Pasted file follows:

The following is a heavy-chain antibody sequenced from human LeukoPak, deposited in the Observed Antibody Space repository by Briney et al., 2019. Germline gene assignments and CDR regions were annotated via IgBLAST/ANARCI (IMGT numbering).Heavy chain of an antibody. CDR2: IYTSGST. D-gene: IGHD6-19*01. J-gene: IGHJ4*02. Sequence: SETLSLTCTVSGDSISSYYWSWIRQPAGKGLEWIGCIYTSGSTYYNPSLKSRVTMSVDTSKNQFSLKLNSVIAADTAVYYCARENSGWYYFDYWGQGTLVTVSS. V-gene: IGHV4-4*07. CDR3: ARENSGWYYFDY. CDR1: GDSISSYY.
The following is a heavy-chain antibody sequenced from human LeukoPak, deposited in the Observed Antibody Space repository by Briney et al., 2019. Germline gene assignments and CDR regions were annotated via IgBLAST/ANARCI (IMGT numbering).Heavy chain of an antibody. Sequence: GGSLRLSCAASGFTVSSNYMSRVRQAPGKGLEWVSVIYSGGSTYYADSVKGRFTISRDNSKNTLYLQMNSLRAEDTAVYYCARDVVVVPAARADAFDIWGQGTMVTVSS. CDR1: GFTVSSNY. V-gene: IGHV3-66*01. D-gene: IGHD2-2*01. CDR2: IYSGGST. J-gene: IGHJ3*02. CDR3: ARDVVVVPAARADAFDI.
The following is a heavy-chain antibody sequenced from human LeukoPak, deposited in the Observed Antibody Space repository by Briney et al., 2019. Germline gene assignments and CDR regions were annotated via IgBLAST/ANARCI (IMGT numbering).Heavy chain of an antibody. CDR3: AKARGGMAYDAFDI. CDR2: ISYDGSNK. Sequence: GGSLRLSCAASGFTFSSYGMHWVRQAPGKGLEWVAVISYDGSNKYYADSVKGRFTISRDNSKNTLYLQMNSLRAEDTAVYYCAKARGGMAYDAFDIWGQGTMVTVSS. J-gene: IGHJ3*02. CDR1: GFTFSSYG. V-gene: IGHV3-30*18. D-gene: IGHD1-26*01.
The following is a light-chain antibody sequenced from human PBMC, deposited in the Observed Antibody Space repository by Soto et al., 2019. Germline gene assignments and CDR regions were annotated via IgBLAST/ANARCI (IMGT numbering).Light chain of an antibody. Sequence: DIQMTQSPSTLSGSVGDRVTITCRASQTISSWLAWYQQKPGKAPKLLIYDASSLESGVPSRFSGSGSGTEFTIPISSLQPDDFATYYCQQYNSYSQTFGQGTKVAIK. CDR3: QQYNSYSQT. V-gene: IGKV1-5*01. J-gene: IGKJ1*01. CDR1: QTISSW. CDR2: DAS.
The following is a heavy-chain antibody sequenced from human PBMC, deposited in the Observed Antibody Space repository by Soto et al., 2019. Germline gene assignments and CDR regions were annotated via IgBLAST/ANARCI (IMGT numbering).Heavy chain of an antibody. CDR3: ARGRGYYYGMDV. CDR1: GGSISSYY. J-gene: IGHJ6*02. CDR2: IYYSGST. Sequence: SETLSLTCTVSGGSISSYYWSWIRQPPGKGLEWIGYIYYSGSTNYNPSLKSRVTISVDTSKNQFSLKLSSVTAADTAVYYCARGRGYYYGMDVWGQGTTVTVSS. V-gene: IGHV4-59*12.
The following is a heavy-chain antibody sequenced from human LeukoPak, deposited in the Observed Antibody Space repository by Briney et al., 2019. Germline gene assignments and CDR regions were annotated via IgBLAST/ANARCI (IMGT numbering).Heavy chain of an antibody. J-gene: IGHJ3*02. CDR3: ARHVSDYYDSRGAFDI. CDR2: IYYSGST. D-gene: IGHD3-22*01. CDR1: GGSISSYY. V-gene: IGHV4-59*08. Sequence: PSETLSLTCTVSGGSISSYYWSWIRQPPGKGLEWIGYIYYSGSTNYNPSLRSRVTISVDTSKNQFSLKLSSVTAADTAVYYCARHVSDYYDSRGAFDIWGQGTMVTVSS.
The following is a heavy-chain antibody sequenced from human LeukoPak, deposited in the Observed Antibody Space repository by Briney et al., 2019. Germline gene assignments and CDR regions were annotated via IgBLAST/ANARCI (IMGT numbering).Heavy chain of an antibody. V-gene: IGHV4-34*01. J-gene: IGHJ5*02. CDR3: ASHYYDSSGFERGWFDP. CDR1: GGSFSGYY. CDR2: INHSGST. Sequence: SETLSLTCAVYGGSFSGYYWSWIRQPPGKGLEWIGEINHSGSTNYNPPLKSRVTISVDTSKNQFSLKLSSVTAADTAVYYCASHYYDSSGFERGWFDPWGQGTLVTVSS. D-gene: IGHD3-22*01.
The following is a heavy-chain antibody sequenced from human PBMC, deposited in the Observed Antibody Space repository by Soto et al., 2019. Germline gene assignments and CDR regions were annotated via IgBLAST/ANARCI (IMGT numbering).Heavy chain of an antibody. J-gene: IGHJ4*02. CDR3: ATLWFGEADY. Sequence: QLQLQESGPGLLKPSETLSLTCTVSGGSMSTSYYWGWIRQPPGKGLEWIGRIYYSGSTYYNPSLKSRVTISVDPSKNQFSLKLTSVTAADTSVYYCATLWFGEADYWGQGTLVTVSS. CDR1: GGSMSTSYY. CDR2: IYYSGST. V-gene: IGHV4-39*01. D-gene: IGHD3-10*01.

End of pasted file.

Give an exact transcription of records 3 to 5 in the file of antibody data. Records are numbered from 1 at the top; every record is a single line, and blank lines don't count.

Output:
The following is a heavy-chain antibody sequenced from human LeukoPak, deposited in the Observed Antibody Space repository by Briney et al., 2019. Germline gene assignments and CDR regions were annotated via IgBLAST/ANARCI (IMGT numbering).Heavy chain of an antibody. CDR3: AKARGGMAYDAFDI. CDR2: ISYDGSNK. Sequence: GGSLRLSCAASGFTFSSYGMHWVRQAPGKGLEWVAVISYDGSNKYYADSVKGRFTISRDNSKNTLYLQMNSLRAEDTAVYYCAKARGGMAYDAFDIWGQGTMVTVSS. J-gene: IGHJ3*02. CDR1: GFTFSSYG. V-gene: IGHV3-30*18. D-gene: IGHD1-26*01.
The following is a light-chain antibody sequenced from human PBMC, deposited in the Observed Antibody Space repository by Soto et al., 2019. Germline gene assignments and CDR regions were annotated via IgBLAST/ANARCI (IMGT numbering).Light chain of an antibody. Sequence: DIQMTQSPSTLSGSVGDRVTITCRASQTISSWLAWYQQKPGKAPKLLIYDASSLESGVPSRFSGSGSGTEFTIPISSLQPDDFATYYCQQYNSYSQTFGQGTKVAIK. CDR3: QQYNSYSQT. V-gene: IGKV1-5*01. J-gene: IGKJ1*01. CDR1: QTISSW. CDR2: DAS.
The following is a heavy-chain antibody sequenced from human PBMC, deposited in the Observed Antibody Space repository by Soto et al., 2019. Germline gene assignments and CDR regions were annotated via IgBLAST/ANARCI (IMGT numbering).Heavy chain of an antibody. CDR3: ARGRGYYYGMDV. CDR1: GGSISSYY. J-gene: IGHJ6*02. CDR2: IYYSGST. Sequence: SETLSLTCTVSGGSISSYYWSWIRQPPGKGLEWIGYIYYSGSTNYNPSLKSRVTISVDTSKNQFSLKLSSVTAADTAVYYCARGRGYYYGMDVWGQGTTVTVSS. V-gene: IGHV4-59*12.